When you give to your parish, where does your money go?

| December 17, 2014 | 2 Comments
Click image to enlarge

Click image to enlarge

When you put your offering in the collection basket at Mass, make an electronic gift or give a special year-end donation to your parish, *92 cents of every dollar you give stays in your parish or supports initiatives as determined by your parish.

Your gift keeps the lights and heat on at your parish, maintains your church and other parish campus buildings, provides fair wages and benefits to parish staff, helps provide Catholic education at your parish school and through your parish faith formation program, supports music ministry and provides for other outreach ministry in your community. Your support allows your parish to share the Gospel message and the joy of knowing Jesus Christ.

For this budget year, of every dollar you give to your parish, 8 cents (9 cents if your parish doesn’t directly support a Catholic school) go to the Archdiocese of St. Paul and Minneapolis. Of those 8 cents, over 7 and a half cents support archdiocesan operations and ministries (see graphic for details) throughout the 12-county archdiocese. This budget year, less than half a cent of every dollar you give to the parish goes to the archdiocese to pay expenses related to clergy sexual abuse and other clergy misconduct. Historically, archdiocesan reserves and insurance have paid for legal settlements and special issues expenses that are not anticipated to be ongoing in the long-term and are arising primarily from the lifting of Minnesota’s civil statute of limitations on sexual abuse.

If you have questions about what ministries are supported at your parish, talk with your pastor or ask in your parish office. All donations to your parish are tax-deductible.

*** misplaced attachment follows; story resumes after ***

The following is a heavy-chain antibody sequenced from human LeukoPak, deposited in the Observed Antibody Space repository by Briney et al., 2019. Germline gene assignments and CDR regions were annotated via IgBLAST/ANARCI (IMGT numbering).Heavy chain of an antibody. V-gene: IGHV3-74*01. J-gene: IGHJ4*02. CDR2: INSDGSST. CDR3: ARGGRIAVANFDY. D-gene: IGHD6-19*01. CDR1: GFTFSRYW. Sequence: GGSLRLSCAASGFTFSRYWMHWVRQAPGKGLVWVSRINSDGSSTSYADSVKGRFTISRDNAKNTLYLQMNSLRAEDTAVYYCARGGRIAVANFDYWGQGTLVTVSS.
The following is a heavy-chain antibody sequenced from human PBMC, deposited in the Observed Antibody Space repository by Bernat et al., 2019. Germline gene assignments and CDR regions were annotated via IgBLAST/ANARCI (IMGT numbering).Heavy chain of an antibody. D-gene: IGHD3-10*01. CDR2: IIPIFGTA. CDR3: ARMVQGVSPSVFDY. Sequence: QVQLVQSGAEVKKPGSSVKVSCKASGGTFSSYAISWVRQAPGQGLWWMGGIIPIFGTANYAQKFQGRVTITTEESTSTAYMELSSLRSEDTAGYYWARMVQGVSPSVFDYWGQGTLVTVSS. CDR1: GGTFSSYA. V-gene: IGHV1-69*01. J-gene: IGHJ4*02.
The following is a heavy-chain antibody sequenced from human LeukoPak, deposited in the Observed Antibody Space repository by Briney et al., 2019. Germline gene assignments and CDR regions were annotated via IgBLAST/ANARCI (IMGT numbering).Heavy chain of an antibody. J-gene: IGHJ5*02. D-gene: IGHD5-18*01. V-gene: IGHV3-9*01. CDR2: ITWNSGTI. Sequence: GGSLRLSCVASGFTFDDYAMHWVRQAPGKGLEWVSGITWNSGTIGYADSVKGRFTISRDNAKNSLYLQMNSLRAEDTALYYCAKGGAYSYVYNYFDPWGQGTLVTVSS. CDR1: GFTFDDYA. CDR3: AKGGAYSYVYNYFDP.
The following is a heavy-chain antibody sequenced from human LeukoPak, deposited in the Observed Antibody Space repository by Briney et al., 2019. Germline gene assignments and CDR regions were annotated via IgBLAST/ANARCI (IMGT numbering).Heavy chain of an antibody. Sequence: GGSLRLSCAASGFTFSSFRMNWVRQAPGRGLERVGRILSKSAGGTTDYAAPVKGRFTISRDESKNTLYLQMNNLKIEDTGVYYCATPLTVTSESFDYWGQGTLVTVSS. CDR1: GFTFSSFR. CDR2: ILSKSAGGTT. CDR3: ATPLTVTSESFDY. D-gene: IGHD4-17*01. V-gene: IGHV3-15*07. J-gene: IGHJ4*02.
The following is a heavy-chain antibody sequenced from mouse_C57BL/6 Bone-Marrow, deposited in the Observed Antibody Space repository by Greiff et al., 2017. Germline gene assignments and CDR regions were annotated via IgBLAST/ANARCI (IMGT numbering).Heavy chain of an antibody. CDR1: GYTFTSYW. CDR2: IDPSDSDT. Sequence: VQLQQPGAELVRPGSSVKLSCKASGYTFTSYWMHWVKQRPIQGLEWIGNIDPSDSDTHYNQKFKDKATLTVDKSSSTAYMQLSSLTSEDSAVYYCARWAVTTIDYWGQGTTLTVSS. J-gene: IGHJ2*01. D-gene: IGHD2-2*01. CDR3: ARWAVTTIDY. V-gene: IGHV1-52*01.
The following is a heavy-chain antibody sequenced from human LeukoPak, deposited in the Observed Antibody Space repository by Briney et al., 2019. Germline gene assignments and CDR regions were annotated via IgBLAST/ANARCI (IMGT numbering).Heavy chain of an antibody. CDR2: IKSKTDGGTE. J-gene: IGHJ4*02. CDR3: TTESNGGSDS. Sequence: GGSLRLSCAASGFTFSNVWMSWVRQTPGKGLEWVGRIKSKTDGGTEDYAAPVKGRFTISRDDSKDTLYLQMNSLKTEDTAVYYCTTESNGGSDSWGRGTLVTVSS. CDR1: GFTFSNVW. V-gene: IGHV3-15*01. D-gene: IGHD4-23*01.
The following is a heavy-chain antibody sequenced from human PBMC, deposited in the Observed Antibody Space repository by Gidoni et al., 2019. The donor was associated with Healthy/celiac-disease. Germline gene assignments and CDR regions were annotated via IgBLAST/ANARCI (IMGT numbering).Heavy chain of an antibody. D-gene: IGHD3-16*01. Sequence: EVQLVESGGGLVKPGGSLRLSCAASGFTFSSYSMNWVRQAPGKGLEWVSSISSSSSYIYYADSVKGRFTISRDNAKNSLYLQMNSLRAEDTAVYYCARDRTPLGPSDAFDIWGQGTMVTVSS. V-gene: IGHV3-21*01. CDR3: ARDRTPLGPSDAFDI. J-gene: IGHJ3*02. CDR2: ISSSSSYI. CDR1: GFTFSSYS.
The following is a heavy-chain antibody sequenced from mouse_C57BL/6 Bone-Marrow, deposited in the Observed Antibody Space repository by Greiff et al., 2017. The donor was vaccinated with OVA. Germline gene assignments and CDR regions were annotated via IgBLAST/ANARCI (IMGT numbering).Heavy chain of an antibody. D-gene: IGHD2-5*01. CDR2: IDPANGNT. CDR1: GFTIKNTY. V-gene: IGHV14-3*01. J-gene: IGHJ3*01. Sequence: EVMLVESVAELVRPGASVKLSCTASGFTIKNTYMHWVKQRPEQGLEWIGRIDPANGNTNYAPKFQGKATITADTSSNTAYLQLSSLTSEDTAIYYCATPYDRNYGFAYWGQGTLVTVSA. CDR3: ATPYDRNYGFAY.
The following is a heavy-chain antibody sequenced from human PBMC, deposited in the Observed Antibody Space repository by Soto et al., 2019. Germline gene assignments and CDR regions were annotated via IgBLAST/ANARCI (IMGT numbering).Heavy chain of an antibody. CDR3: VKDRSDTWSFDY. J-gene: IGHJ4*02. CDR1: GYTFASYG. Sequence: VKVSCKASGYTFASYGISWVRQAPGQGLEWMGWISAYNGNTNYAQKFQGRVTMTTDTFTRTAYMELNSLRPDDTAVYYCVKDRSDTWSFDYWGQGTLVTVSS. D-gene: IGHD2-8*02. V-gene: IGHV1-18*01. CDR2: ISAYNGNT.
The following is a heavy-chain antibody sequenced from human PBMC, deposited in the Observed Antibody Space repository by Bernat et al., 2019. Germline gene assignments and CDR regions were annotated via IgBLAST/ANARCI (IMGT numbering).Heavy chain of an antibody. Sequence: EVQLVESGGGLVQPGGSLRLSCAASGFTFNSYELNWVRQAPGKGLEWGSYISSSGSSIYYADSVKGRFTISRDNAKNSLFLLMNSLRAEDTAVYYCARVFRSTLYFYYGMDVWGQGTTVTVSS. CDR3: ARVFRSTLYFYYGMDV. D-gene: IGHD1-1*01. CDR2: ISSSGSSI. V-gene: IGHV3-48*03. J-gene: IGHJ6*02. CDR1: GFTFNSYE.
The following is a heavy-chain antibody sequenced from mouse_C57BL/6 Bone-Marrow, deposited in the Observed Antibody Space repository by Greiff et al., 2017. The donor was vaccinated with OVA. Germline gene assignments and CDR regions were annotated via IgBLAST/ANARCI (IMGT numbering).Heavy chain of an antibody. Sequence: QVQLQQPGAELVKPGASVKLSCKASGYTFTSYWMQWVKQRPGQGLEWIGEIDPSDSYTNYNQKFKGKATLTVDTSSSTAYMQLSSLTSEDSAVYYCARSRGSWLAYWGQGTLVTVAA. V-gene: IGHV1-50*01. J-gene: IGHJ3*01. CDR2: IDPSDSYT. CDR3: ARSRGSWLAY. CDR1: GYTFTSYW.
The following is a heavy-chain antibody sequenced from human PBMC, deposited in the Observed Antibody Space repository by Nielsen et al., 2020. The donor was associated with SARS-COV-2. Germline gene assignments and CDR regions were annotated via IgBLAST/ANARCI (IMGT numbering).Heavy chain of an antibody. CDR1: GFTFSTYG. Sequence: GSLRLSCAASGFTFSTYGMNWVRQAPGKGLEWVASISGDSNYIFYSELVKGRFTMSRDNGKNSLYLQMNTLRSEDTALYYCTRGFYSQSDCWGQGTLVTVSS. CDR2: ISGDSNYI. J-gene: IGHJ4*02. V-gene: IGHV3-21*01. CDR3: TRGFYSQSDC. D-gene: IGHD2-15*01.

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Category: Local News

  • Ben Nevis

    I object to the statement in this article which claims that fair wages are being paid to parish staff with parish offerings. Interestingly, the welfare of staff is mentioned only after the welfare of parish utilities and physical plants. Is this an appropriate hierarchy of values for the body of Christ? It is a well known fact that while ordained priests on parish staffs are extremely well provided for in this archdiocese, lay staff are often quite poorly compensated. I know of one diocesan parish pastoral minister compensated at a pre-tax salary of 15,000 per annum without health insurance or retirement benefits of any kind.This person also commutes 50 miles each way, at their own expense, to serve God’s people. In the same parish, the pastor is well compensated with salary, a housekeeper/cook, lawn/garden workers, food allowance, continuing ed/retreat allowances, a free graduate education, full health care benefits and retirement benefits. Each parish needs to reveal staff compensation publically, clearly stating who on staff receives exactly what based on parish contributions, tithes and offerings. In the spirit of Pope Francis, the deceit, hypocrisy and clericalism needs very much to end.

  • Ben Nevis

    What if I added the value of a free house and utilities for a single person who has no responsibilities for spouse or children. In addition to that, the same parish spending $ on a professional feasibility study to determine whether 400,000 can be raised for building repairs and improvements without staff compensation being given any attention at all? How does this square with Catholic Social Teaching and the priorities and duties of employers to employees especially when employees are heads of households?